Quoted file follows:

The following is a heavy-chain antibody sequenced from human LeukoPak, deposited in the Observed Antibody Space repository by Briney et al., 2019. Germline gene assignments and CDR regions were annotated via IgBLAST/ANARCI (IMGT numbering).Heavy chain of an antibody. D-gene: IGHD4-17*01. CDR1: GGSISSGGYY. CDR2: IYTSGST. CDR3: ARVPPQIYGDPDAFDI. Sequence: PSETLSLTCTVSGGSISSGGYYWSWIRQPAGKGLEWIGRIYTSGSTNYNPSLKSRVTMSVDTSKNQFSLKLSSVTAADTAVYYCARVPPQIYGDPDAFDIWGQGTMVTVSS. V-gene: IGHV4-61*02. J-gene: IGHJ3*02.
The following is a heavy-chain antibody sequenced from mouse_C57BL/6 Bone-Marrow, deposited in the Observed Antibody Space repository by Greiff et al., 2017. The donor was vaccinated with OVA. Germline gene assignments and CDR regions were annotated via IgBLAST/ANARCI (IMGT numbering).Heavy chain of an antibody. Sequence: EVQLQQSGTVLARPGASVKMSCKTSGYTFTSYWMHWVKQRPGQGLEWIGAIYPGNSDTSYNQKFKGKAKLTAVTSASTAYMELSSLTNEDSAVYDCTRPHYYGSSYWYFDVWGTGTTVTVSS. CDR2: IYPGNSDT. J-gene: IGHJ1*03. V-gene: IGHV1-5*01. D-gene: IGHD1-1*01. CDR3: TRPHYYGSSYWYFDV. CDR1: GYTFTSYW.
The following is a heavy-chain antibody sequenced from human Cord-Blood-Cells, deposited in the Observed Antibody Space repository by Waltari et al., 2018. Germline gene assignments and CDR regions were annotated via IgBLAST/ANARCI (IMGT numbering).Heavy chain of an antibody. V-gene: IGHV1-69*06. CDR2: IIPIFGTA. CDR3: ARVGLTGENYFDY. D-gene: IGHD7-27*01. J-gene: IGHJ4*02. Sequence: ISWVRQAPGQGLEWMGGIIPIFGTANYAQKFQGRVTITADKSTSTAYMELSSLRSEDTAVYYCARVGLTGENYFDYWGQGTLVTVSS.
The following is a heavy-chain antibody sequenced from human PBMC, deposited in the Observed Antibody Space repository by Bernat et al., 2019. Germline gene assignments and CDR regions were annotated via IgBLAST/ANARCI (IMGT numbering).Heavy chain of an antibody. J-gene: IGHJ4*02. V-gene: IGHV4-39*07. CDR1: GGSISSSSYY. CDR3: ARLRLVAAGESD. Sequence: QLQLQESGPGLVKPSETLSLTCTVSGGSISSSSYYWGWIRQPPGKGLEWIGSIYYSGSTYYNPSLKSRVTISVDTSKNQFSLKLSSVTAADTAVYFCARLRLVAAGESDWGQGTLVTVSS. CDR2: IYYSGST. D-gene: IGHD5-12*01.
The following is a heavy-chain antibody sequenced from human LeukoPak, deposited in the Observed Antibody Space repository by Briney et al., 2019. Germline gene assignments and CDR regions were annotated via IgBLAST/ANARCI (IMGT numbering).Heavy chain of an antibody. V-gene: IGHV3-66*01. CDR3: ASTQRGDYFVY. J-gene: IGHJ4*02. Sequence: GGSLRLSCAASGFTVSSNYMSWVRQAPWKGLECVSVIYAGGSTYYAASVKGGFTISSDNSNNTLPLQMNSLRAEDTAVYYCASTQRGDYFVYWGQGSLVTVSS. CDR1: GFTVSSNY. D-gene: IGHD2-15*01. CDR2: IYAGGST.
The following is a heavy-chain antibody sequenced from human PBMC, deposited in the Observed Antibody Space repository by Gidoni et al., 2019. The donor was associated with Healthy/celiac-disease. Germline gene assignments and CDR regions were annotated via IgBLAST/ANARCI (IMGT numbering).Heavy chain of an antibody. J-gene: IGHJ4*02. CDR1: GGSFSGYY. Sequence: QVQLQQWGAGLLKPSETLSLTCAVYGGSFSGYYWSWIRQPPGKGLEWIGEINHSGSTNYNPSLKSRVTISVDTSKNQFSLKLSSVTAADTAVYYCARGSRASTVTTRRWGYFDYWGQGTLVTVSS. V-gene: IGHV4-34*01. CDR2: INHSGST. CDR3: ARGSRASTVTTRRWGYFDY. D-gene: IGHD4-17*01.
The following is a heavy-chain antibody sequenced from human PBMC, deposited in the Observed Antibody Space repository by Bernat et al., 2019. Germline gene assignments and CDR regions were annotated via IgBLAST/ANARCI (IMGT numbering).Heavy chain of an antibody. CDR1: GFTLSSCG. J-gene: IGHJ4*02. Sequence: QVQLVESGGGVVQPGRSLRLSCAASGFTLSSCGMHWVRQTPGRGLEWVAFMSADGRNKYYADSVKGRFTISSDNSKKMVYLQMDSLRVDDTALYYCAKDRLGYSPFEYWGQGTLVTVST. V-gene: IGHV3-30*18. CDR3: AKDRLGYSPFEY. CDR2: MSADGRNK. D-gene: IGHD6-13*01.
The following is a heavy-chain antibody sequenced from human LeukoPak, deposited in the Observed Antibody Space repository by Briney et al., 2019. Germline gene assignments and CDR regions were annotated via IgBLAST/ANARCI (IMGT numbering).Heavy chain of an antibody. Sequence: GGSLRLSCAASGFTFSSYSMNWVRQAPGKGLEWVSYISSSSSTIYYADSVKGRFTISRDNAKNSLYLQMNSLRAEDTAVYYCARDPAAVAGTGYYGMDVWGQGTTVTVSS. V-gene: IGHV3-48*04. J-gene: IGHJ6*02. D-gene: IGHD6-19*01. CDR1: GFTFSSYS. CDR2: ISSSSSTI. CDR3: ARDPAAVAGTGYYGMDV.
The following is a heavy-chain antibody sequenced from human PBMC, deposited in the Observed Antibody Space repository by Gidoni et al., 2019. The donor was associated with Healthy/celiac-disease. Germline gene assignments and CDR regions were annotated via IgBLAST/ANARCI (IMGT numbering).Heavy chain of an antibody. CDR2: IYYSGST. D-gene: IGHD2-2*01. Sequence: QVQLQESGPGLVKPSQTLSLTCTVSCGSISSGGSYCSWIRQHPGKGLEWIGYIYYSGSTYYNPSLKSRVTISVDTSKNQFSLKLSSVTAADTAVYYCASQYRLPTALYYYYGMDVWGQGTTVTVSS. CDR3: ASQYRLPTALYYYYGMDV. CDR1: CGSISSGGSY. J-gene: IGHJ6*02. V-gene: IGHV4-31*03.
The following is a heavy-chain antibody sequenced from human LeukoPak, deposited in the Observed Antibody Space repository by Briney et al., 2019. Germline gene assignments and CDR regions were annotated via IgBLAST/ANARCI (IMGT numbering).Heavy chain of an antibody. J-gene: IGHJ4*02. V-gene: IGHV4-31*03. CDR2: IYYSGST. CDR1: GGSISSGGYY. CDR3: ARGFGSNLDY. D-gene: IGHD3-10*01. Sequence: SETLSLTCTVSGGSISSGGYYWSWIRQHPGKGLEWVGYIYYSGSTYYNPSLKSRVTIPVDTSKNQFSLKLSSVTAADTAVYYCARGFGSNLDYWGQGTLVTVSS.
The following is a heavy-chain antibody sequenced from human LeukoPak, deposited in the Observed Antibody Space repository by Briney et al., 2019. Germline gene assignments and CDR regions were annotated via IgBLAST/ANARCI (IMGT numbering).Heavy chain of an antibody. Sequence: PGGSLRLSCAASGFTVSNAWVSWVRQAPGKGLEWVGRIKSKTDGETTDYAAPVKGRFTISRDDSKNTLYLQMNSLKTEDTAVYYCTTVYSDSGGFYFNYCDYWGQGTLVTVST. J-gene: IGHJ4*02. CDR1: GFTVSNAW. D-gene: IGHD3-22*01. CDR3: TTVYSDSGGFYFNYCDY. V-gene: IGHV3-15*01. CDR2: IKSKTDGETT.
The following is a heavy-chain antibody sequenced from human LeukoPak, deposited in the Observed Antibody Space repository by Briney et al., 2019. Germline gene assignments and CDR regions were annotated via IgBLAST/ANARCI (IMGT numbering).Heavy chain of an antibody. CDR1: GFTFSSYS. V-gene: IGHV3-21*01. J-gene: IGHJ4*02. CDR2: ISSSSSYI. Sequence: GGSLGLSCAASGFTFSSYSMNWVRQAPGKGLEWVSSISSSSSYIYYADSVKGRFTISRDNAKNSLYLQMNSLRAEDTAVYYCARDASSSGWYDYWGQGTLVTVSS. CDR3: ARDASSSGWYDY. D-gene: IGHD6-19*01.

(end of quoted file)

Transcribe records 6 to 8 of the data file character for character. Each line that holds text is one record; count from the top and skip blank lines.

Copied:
The following is a heavy-chain antibody sequenced from human PBMC, deposited in the Observed Antibody Space repository by Gidoni et al., 2019. The donor was associated with Healthy/celiac-disease. Germline gene assignments and CDR regions were annotated via IgBLAST/ANARCI (IMGT numbering).Heavy chain of an antibody. J-gene: IGHJ4*02. CDR1: GGSFSGYY. Sequence: QVQLQQWGAGLLKPSETLSLTCAVYGGSFSGYYWSWIRQPPGKGLEWIGEINHSGSTNYNPSLKSRVTISVDTSKNQFSLKLSSVTAADTAVYYCARGSRASTVTTRRWGYFDYWGQGTLVTVSS. V-gene: IGHV4-34*01. CDR2: INHSGST. CDR3: ARGSRASTVTTRRWGYFDY. D-gene: IGHD4-17*01.
The following is a heavy-chain antibody sequenced from human PBMC, deposited in the Observed Antibody Space repository by Bernat et al., 2019. Germline gene assignments and CDR regions were annotated via IgBLAST/ANARCI (IMGT numbering).Heavy chain of an antibody. CDR1: GFTLSSCG. J-gene: IGHJ4*02. Sequence: QVQLVESGGGVVQPGRSLRLSCAASGFTLSSCGMHWVRQTPGRGLEWVAFMSADGRNKYYADSVKGRFTISSDNSKKMVYLQMDSLRVDDTALYYCAKDRLGYSPFEYWGQGTLVTVST. V-gene: IGHV3-30*18. CDR3: AKDRLGYSPFEY. CDR2: MSADGRNK. D-gene: IGHD6-13*01.
The following is a heavy-chain antibody sequenced from human LeukoPak, deposited in the Observed Antibody Space repository by Briney et al., 2019. Germline gene assignments and CDR regions were annotated via IgBLAST/ANARCI (IMGT numbering).Heavy chain of an antibody. Sequence: GGSLRLSCAASGFTFSSYSMNWVRQAPGKGLEWVSYISSSSSTIYYADSVKGRFTISRDNAKNSLYLQMNSLRAEDTAVYYCARDPAAVAGTGYYGMDVWGQGTTVTVSS. V-gene: IGHV3-48*04. J-gene: IGHJ6*02. D-gene: IGHD6-19*01. CDR1: GFTFSSYS. CDR2: ISSSSSTI. CDR3: ARDPAAVAGTGYYGMDV.